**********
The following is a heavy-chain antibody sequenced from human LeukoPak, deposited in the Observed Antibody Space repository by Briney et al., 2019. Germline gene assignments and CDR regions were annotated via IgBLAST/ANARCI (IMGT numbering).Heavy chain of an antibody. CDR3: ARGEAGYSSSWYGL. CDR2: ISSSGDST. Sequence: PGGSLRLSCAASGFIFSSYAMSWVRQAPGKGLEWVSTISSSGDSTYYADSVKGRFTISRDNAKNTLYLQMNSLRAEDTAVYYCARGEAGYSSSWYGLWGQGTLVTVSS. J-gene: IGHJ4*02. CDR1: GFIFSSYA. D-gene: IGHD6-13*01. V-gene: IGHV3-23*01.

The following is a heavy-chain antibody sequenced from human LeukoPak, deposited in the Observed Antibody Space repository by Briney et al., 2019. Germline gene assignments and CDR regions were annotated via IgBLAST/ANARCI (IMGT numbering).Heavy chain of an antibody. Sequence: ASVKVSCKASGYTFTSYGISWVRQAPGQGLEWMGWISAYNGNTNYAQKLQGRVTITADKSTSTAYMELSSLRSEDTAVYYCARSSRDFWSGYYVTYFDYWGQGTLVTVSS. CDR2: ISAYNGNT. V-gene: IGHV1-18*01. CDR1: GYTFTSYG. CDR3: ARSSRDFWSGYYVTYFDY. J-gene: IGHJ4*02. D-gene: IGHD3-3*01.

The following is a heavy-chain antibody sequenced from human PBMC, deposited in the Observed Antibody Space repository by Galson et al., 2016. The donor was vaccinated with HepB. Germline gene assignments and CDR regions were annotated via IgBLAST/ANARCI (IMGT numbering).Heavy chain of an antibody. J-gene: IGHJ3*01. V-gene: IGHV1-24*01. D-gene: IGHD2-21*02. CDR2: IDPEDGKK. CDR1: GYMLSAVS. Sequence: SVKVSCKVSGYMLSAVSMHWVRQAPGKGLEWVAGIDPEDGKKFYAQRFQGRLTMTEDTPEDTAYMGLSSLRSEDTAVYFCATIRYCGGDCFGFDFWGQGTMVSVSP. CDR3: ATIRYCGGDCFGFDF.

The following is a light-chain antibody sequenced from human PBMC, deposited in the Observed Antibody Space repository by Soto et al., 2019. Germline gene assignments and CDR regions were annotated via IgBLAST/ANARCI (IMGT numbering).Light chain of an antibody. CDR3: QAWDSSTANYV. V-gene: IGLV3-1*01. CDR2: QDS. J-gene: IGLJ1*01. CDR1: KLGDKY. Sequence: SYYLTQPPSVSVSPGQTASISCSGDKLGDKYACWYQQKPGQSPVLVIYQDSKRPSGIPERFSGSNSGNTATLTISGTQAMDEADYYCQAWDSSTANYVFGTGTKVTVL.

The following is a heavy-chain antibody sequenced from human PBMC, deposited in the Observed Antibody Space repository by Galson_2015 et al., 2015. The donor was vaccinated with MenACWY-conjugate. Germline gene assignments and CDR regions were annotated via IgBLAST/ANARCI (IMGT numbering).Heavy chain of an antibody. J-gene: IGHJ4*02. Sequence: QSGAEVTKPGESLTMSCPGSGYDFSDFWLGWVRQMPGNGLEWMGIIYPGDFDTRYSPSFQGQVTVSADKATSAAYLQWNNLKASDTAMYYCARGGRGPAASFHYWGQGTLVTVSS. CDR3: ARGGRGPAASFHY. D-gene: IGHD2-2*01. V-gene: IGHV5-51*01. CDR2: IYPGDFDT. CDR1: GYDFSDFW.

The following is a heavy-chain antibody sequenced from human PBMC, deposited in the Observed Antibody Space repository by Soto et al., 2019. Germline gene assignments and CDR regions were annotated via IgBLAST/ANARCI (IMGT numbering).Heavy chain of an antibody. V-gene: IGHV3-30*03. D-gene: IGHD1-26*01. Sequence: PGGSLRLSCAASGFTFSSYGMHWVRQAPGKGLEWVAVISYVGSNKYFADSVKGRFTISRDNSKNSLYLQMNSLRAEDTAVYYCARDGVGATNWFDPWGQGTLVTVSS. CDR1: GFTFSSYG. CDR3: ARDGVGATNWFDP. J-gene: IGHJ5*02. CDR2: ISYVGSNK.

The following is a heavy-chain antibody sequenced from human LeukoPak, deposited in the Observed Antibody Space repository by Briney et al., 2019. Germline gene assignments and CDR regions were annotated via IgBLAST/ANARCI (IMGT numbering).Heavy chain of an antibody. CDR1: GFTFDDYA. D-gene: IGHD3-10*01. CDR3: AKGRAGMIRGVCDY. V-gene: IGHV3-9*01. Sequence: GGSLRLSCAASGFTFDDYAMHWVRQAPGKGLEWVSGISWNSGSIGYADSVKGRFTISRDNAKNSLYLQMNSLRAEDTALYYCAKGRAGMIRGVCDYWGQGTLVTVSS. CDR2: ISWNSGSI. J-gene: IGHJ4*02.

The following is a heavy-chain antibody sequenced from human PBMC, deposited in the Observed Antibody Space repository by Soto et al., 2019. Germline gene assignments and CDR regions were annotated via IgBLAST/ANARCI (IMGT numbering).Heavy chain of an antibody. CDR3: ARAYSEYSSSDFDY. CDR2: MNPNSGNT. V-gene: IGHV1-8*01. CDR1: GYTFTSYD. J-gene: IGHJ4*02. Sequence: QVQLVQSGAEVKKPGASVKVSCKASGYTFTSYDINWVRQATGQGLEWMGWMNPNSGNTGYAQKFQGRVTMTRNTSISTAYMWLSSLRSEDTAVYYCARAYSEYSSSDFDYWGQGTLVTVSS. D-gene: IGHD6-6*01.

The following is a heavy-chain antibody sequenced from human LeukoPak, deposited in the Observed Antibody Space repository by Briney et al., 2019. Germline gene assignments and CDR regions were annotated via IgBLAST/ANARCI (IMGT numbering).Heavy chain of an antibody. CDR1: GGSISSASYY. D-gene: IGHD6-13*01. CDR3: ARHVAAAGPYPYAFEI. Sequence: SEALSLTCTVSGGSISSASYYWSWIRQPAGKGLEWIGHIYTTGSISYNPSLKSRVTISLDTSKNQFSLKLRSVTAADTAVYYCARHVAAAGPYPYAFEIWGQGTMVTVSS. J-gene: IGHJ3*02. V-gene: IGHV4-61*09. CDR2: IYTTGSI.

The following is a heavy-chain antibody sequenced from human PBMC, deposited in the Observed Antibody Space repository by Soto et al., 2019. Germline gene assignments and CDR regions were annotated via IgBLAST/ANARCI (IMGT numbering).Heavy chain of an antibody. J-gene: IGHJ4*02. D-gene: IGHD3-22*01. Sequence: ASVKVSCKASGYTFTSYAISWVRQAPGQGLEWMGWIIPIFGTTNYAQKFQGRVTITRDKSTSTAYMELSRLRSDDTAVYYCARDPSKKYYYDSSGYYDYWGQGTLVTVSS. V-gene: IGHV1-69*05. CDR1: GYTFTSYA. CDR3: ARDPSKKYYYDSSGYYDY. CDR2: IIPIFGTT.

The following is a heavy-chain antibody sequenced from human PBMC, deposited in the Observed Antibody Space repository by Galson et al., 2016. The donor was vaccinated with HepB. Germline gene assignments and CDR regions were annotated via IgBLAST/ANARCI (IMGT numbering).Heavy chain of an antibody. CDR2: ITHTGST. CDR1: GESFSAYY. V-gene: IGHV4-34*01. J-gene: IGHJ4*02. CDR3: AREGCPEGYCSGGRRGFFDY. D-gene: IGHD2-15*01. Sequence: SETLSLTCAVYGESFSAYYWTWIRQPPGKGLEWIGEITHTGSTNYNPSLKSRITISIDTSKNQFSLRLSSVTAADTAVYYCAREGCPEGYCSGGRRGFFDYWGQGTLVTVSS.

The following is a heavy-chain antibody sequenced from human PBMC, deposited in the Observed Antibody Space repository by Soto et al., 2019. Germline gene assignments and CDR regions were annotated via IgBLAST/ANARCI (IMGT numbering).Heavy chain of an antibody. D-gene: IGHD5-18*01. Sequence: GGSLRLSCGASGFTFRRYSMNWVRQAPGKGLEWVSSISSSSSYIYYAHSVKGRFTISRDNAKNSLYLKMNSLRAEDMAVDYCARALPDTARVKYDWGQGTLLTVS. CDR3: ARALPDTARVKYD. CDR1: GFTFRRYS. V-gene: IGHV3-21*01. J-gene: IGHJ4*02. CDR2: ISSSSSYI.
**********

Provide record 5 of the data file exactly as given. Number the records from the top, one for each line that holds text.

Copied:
The following is a heavy-chain antibody sequenced from human PBMC, deposited in the Observed Antibody Space repository by Galson_2015 et al., 2015. The donor was vaccinated with MenACWY-conjugate. Germline gene assignments and CDR regions were annotated via IgBLAST/ANARCI (IMGT numbering).Heavy chain of an antibody. J-gene: IGHJ4*02. Sequence: QSGAEVTKPGESLTMSCPGSGYDFSDFWLGWVRQMPGNGLEWMGIIYPGDFDTRYSPSFQGQVTVSADKATSAAYLQWNNLKASDTAMYYCARGGRGPAASFHYWGQGTLVTVSS. CDR3: ARGGRGPAASFHY. D-gene: IGHD2-2*01. V-gene: IGHV5-51*01. CDR2: IYPGDFDT. CDR1: GYDFSDFW.